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Harlem’s Ismael Massoud making own impact in Kansas State’s Elite Eight run

Last March, Kansas State’s Ismael Massoud faced uncertainty.

His first season in his new Manhattan [Kansas] home didn’t go so well in the rough-and-tumble Big XII as the Wildcats finished 14-17 and with coach Bruce Weber resigning, he was facing another regime change after transferring from Wake Forest.

After Jerome Tang took over the program, things didn’t start out well for the 6-8 junior, who struggled to get consistent minutes off the bench after starting 18 games the previous season.

Fast forward to Thursday night in the Sweet 16 and third-seeded Kansas State isn’t advancing without Massoud’s clutch shooting in a 98-93 overtime win over seventh-seeded Michigan State.

Massoud scored 15 points, including a massive fadeaway baseline jumper that gave the Wildcats (26-9) a three-point lead with 12.7 seconds left, putting his team 40 minutes away from the Final Four. Kansas State will need every bit of those 40 minutes against a game Florida Atlantic (34-3) in Saturday’s Elite Eight matchup.

“For myself, I understood it was a different situation, different role,” said Massoud, who also was 4-for-6 from 3-point range on Thursday. “People are able to grow and understand and understand things at different times. So for me, it just took a little longer to understand what the coaching staff wanted from me…. But I realized this team was winning and just I wanted to be a part of it. And I knew I could help and I knew I could play a big part for this team.”

Massoud’s role has been as big off the court as well for Kansas State. At one point, he and roommate Markquis Nowell were the only two scholarship players left on the roster. Friends since Massoud was 15, now the two are representing New York in the biggest fashion on the city’s biggest basketball stage. It’s part of what made it worth coming to Kansas State in the first place.

“Kansas State plays in the best league in the country,” Massoud said about a program that has been to the Final Four four times, the last being 59 years ago. “And just the history of the school, it’s a great university, first and foremost. And then Manhattan, Kansas, is one of the happiest places on earth. Just being around that environment, seeing the Octagon of Doom, and just the opportunity it presented for me to come out and just have a new home, and it was something I couldn’t pass on.”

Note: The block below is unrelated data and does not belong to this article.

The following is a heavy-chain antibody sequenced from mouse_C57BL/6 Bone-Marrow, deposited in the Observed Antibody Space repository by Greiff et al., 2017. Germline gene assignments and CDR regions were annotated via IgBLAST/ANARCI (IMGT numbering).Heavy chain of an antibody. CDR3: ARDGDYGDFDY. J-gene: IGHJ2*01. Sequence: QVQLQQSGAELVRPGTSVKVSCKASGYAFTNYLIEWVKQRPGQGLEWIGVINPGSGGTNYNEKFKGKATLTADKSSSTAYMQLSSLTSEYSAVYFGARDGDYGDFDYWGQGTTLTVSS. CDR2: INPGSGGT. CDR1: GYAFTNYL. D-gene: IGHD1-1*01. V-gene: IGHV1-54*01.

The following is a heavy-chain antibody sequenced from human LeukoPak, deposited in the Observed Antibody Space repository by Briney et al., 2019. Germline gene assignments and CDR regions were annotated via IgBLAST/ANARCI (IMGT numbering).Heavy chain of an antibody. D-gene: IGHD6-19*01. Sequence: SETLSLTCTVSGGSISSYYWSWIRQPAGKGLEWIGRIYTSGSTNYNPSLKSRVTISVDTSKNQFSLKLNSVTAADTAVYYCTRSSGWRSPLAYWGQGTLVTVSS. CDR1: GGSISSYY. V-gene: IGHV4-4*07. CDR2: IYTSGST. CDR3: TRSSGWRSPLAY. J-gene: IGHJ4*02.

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Massoud, a Muslim, is doing this all while he and those who share his faith are observing Ramadan. Massoud makes the personal choice of not fasting during the season when the holy month happens to overlap with basketball season.

“You can still observe Ramadan without necessarily doing the fasting part,” said Massoud, who will do the fasting on his own time once the Wildcats’ season ends. “It’s really about just the spirituality behind it. Being more mindful of your actions, just trying to be a better person overall, and hope and charity.”

Massoud has found a strong Islamic community at Kansas State with a mosque he frequents and a strong Muslim Student Association (MSA) on campus.

Then there’s the faith identity Tang has built in the basketball program. “Crazy faith,” as Tang likes to call it. Though Tang in Christian, Massoud said the coach is “ultra supportive” of Massoud’s religious practices.

“Well, I want every individual in our team to experience their own faith and what that means, whether it’s faith in their teammates, whether it’s faith in the coaching staff, whether it’s my faith in them,” Tang said. “Obviously for me personally, it’s my faith in my beliefs and my faith in what family means, and my faith in how to love people. That’s what that means to me. I want everyone to be able to put their own definition and their own — add their own story to what that word faith means.”

That shared faith helps bring all together for Massoud, Nowell, and the Wildcats as they prepare for Florida Atlantic on Saturday in a dream scenario at The Garden

“It’s surreal. I mean, you dream of playing at Madison Square Garden and to play for your friends and family and you’re doing it in a situation like playing in the Sweet 16,” said Massoud, who added that he was especially happy to have some of his earliest basketball friends in Harlem see him play college ball for the first time. “I feel like I’m living in a movie right now, and I’m trying to make the most of it.”

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